CHESAPEAKE, Va. — The last time Brittni DuPuy-German saw her trusted gynecologist, she once again explained that the stabbing, mystery pain in her abdomen had not gone away.
It first appeared two years earlier, after she said her doctor, Javaid Perwaiz, surgically tied her tubes. To fix it, he had proposed more surgery — three additional procedures in nine months that she said included a hysterectomy when she was 29. But the pain persisted.
So on Nov. 8, 2019, at his private-practice office, Perwaiz and DuPuy-German discussed the possibility of yet another surgery, she said. He scheduled an ultrasound for just days later, a sign of the efficiency that DuPuy-German had come to expect from her family’s longtime gynecologist. He was her mother’s doctor, her sister-in-law’s doctor, her best friend’s doctor. Perwaiz had delivered DuPuy-German and delivered her children.
Which is why, when her phone buzzed the day after her appointment, she was shocked by the headline she was reading: “Chesapeake doctor tied women’s tubes, performed hysterectomies without their consent, feds say.”
She absorbed the details of the FBI investigation. Her doctor, the news report said, was accused of lying to patients and persuading them to have life-altering surgeries they didn’t need. DuPuy-German began doubting everything Perwaiz had told her about her own body.
“That’s when all of the things that I didn’t question before started popping up,” she said.
As Perwaiz faces trial this week, a year after his arrest, DuPuy-German has received few answers to those questions — even as the FBI’s investigation expanded and the list of alleged victims grew. There are 29 patients specified in court documents and hundreds of others who contacted authorities after the doctor’s arrest.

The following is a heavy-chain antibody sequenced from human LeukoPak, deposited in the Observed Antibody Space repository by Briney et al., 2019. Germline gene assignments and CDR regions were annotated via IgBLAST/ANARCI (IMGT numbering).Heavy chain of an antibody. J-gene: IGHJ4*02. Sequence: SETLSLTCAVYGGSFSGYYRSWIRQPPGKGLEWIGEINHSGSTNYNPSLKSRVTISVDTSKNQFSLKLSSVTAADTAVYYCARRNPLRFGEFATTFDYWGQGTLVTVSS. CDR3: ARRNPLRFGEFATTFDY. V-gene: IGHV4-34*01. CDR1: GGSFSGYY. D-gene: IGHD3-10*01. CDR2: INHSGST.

DuPuy-German, now 32, is not cited in the criminal case but has filed a lawsuit against Perwaiz.
The U.S. attorney’s office for the Eastern District of Virginia would not say how many women in total were allegedly mistreated by Perwaiz, but in a recent trial memorandum prosecutors wrote that “the identified patients are only ‘examples’ of the scheme to defraud.”
The case, which authorities said was launched in 2018 after a hospital employee’s tip, first hinged on one charge each of health-care fraud and false statements. Federal prosecutors now allege that Perwaiz executed an “extensive scheme” spanning nearly a decade that endangered women’s pregnancies, robbed their ability to conceive and pressured them into unnecessary procedures based on unfounded cancer diagnoses and exams using broken equipment.
The more procedures Perwaiz performed, authorities said, the more money he made off insurance companies. He used the profits, according to prosecutors’ trial memorandum, “to support his lavish lifestyle.”
Perwaiz, who is jailed without bond, pleaded not guilty. He has not spoken publicly about the allegations but defense attorneys said in a court document he is “prepared to defend himself at trial.” His lawyers in the criminal case have not responded to multiple requests for comment, but have argued unsuccessfully in numerous motions to dismiss that, among other things, some charges were duplicative.